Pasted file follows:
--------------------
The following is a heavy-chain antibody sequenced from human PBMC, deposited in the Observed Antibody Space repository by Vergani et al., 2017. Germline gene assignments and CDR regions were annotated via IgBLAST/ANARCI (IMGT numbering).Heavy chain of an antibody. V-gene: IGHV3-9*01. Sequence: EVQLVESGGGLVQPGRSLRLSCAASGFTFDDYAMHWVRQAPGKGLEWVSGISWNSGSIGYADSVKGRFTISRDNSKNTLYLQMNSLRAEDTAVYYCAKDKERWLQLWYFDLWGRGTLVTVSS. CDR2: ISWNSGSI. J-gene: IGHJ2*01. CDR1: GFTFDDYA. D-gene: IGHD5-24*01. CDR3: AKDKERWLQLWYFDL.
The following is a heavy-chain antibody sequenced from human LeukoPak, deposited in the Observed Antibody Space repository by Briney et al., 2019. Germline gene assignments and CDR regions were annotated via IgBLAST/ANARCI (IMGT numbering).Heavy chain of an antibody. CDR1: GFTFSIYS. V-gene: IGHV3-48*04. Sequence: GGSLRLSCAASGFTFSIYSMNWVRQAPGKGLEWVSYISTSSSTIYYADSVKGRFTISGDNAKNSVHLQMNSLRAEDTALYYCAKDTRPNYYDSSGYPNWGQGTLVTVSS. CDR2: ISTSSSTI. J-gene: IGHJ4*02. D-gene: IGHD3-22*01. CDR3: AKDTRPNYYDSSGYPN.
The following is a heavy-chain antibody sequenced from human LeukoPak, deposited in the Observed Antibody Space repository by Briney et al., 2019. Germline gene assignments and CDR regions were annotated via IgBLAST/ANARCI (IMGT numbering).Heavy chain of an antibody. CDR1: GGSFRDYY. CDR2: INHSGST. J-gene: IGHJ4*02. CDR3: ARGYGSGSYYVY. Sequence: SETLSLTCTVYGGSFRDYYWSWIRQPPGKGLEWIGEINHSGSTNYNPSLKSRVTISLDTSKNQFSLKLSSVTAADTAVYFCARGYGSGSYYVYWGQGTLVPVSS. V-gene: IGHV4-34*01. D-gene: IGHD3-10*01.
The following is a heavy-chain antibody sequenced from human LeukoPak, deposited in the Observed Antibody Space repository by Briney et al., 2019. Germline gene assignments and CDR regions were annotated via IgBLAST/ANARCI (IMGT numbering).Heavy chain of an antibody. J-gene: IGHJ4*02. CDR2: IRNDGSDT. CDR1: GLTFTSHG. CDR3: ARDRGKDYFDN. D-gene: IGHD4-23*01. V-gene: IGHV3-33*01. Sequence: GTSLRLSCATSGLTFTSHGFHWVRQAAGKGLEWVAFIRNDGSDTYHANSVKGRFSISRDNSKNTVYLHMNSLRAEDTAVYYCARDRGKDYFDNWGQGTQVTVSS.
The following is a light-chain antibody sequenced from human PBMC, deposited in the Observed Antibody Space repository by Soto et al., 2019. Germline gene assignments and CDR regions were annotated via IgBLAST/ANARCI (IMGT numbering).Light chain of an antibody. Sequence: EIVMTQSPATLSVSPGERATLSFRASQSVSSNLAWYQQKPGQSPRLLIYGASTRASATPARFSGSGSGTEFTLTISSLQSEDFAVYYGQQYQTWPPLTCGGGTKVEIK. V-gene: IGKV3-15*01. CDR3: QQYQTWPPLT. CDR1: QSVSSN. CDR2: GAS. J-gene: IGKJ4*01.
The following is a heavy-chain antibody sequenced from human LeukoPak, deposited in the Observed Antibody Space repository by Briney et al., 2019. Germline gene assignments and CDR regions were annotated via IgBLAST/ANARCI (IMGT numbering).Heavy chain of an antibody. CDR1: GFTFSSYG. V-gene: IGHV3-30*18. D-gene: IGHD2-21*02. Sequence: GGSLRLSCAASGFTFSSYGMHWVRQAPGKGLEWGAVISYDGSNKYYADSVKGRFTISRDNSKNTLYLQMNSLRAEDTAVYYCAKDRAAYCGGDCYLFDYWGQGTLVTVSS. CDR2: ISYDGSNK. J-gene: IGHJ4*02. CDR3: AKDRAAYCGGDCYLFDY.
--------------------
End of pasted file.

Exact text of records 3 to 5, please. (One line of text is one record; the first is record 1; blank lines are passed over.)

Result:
The following is a heavy-chain antibody sequenced from human LeukoPak, deposited in the Observed Antibody Space repository by Briney et al., 2019. Germline gene assignments and CDR regions were annotated via IgBLAST/ANARCI (IMGT numbering).Heavy chain of an antibody. CDR1: GGSFRDYY. CDR2: INHSGST. J-gene: IGHJ4*02. CDR3: ARGYGSGSYYVY. Sequence: SETLSLTCTVYGGSFRDYYWSWIRQPPGKGLEWIGEINHSGSTNYNPSLKSRVTISLDTSKNQFSLKLSSVTAADTAVYFCARGYGSGSYYVYWGQGTLVPVSS. V-gene: IGHV4-34*01. D-gene: IGHD3-10*01.
The following is a heavy-chain antibody sequenced from human LeukoPak, deposited in the Observed Antibody Space repository by Briney et al., 2019. Germline gene assignments and CDR regions were annotated via IgBLAST/ANARCI (IMGT numbering).Heavy chain of an antibody. J-gene: IGHJ4*02. CDR2: IRNDGSDT. CDR1: GLTFTSHG. CDR3: ARDRGKDYFDN. D-gene: IGHD4-23*01. V-gene: IGHV3-33*01. Sequence: GTSLRLSCATSGLTFTSHGFHWVRQAAGKGLEWVAFIRNDGSDTYHANSVKGRFSISRDNSKNTVYLHMNSLRAEDTAVYYCARDRGKDYFDNWGQGTQVTVSS.
The following is a light-chain antibody sequenced from human PBMC, deposited in the Observed Antibody Space repository by Soto et al., 2019. Germline gene assignments and CDR regions were annotated via IgBLAST/ANARCI (IMGT numbering).Light chain of an antibody. Sequence: EIVMTQSPATLSVSPGERATLSFRASQSVSSNLAWYQQKPGQSPRLLIYGASTRASATPARFSGSGSGTEFTLTISSLQSEDFAVYYGQQYQTWPPLTCGGGTKVEIK. V-gene: IGKV3-15*01. CDR3: QQYQTWPPLT. CDR1: QSVSSN. CDR2: GAS. J-gene: IGKJ4*01.